While the shelf frames 30 will serve as cross members of the storage rack bay 15 for holding the support frames upright, there is preferably also provided an angle brace 68 interconnecting the rearmost support columns 21 at the upper ends thereof, and a sway brace 69 interconnecting the frontmost support columns 21 at the upper ends thereof, further to rigidify the storage rack structure, the angle brace 68 and sway brace 69 being fixedly secured to the support frames by means of suitable fasteners extending through the circular holes 24 in the support columns 21. While the shelf frames 30 illustrated in the drawings are all of the substantially flat type, it will be understood that the shelf frames could have the front ends thereof downwardly inclined at various angles, as illustrated in U.S. Pat. No. 3,900,112, to facilitate removal of tall items from the cartons 16, all as is well-known in the art.
In addition to the mounting clips 60, auxiliary shelf clamps (not shown) may be used, particularly in the case of very deep storage rack bays 15, for connecting the shelf frame side rails 31 to intermediate support columns of the support frames 20.
One of the most important advantages of the front-to-back adjustability of the shelf frames 30 of the present invention is realized in mezzanine-type constructions, such as the one illustrated in FIG. 1. In such arrangements, two rows of storage rack bays are stacked one atop the other. While it is possible to stack storage rack bays 15 of the type illustrated in FIG. 2, with rearwardly inclined front support columns, it is much more convenient to stack storage rack bays having all vertical support columns, such as the bays illustrated in FIG. 1 and designated by the numeral 75. Each vertical support column 76 of the upper 75 may be directly connected in vertical alignment with the corresponding support column 76 of the lower bay 75, with cross braces 77 utilized where necessary to stabilize the arrangement.
In practice, two stacks of the bays 75 are arranged facing each other on opposite sides of an aisle 78. A mezzanine platform 80 spans the aisle 78 at the top of the lower bays 75, stairways (not shown) being provided at predetermined points along the aisle to provide access to the mezzanine platform 80. Preferably, there is provided behind each of the stacks of storage rack bays 75 a pallet storage rack 82 (one shown), which is spaced from the rear end of the associated bay 75 by an aisle 83. A catwalk 84 spans the aisle 83 and interconnects the pallet storage rack 82 and the storage rack bay 75 at the top of the lower bay 75. It will be understood that the pallet storage rack 82 extends the entire length of the row of storage rack bays 75.
In use, pallets containing reserve stocks of cartons are stored on the pallet storage racks 82 and cartons 16 are removed therefrom and inserted at the rear ends of the shelf frames 30 of the storage rack bays 75 for restocking thereof by personnel walking along the aisle 83 and the catwalk 84. Preferably, conveyors may be provided along the aisle 78 and the catwalk 80 for order-picking purposes. Personnel can then walk along the aisle 78 and the catwalk 80 and remove cartons or individual items from the shelf frames 30 and deposit them in containers for transmission along the conveyors in a well-known manner.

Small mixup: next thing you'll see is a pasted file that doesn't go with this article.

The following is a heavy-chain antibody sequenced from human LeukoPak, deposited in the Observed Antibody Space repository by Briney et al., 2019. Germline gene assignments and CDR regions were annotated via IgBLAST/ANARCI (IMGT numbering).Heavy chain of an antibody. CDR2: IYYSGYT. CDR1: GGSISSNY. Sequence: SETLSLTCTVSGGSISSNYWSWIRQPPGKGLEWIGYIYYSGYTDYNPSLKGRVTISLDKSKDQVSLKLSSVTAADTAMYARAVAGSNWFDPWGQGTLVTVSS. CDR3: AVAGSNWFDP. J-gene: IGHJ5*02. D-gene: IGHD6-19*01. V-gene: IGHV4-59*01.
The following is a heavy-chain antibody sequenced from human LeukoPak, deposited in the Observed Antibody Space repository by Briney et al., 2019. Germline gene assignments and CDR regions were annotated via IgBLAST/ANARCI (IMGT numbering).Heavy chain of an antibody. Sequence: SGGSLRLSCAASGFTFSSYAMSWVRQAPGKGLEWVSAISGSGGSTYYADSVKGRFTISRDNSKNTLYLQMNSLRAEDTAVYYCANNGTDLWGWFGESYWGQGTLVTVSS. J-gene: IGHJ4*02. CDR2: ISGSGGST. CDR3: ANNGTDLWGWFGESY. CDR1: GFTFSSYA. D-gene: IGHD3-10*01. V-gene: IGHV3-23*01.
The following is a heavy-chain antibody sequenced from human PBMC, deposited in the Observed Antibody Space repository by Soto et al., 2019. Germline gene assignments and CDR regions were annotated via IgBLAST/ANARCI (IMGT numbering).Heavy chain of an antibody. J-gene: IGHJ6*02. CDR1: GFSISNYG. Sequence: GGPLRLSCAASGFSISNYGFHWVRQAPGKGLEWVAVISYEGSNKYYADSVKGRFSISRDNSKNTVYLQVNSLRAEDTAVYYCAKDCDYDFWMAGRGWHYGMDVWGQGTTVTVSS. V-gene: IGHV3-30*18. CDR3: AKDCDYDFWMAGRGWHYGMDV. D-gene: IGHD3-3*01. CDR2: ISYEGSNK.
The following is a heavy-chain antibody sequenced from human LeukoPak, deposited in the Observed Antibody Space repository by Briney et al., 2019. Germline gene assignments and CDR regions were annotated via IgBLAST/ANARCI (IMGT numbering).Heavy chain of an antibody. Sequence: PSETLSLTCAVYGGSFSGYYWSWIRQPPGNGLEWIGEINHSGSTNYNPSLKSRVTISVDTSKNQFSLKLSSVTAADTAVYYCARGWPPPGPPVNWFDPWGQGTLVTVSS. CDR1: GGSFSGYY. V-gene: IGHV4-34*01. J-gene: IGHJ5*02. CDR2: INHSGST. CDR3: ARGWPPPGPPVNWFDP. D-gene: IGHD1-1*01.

It will be appreciated that by reason of the adjustability of the shelf frames 30 of the present invention, a front-to-back staggered or "layback" arrangement of the shelf frames 30 may be provided on each of the upper and lower storage rack bays 75, despite the fact that all vertical support columns 76 are utilized.
In a constructional model of the present invention, the support frames 20 and sway braces 68 and 69 are preferably formed of steel, as are the shelf frame side rails 31, front rail 40, rear rail 45 and cross channels 47. The wheel tracks 50 and guide rails 55 may be formed of galvanized steel and the roller wheels 53 are preferably formed of high-density polyethylene. The mounting clips 60 are formed of plated steel and the attachment clips 54 are formed of a suitable plastic.
From the foregoing, it can be seen that there has been provided an improved gravity-feed storage and delivery system which includes improved mounting clips for interconnecting shelf frames and support frames, as well as a novel shelf frame side rail construction which affords front-to-back adjustability of the shelf frames with respect to the support frames and ready marking of the predetermined adjustment position.
While there has been described what is at present considered to be the preferred embodiment of the invention, it will be understood that various modifications may be made therein, and it is intended to cover in the appended claims all such modifications as fall within the true spirit and scope of the invention.
|Cited Patent||Filing date||Publication date||Applicant||Title|
|US3063534 *||Apr 21, 1961||Nov 13, 1962||Kingston Mfg Co Inc||Trackway for storage and dispensing racks|
|US3895775 *||Dec 19, 1973||Jul 22, 1975||Norton Thomas K||Frameless picture hanging|
|US3900112 *||Apr 9, 1973||Aug 19, 1975||Kingston Warren Corp||Gravity storage system|
|US4374451 *||Aug 10, 1981||Feb 22, 1983||Rca Corporation||Method of assembling a CRT using a coded subassembly or part|
|US4383614 *||Sep 22, 1980||May 17, 1983||Nestier Corporation||Clip for releasably locking rails to supports|
|US4394910 *||Sep 22, 1980||Jul 26, 1983||Nestier Corporation||Shelf for order picking systems|
|US4405052 *||Sep 22, 1980||Sep 20, 1983||Nestier Corporation||Shelf support bracket|
|Citing Patent||Filing date||Publication date||Applicant||Title|
|US4515494 *||Apr 19, 1982||May 7, 1985||Robilliard Leonard T||Framework connection means|
|US4765493 *||Aug 25, 1987||Aug 23, 1988||The Interlake Corporation||Gravity feed merchandise rack|